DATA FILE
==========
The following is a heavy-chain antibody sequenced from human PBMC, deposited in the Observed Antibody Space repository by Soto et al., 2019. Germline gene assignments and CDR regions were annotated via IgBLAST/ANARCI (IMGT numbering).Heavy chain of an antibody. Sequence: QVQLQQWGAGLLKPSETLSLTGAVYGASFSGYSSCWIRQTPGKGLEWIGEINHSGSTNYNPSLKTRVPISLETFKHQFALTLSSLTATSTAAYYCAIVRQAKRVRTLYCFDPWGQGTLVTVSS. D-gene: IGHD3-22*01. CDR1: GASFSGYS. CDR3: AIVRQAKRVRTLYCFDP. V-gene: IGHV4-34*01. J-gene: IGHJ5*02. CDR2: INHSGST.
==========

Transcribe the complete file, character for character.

The following is a heavy-chain antibody sequenced from human PBMC, deposited in the Observed Antibody Space repository by Soto et al., 2019. Germline gene assignments and CDR regions were annotated via IgBLAST/ANARCI (IMGT numbering).Heavy chain of an antibody. Sequence: QVQLQQWGAGLLKPSETLSLTGAVYGASFSGYSSCWIRQTPGKGLEWIGEINHSGSTNYNPSLKTRVPISLETFKHQFALTLSSLTATSTAAYYCAIVRQAKRVRTLYCFDPWGQGTLVTVSS. D-gene: IGHD3-22*01. CDR1: GASFSGYS. CDR3: AIVRQAKRVRTLYCFDP. V-gene: IGHV4-34*01. J-gene: IGHJ5*02. CDR2: INHSGST.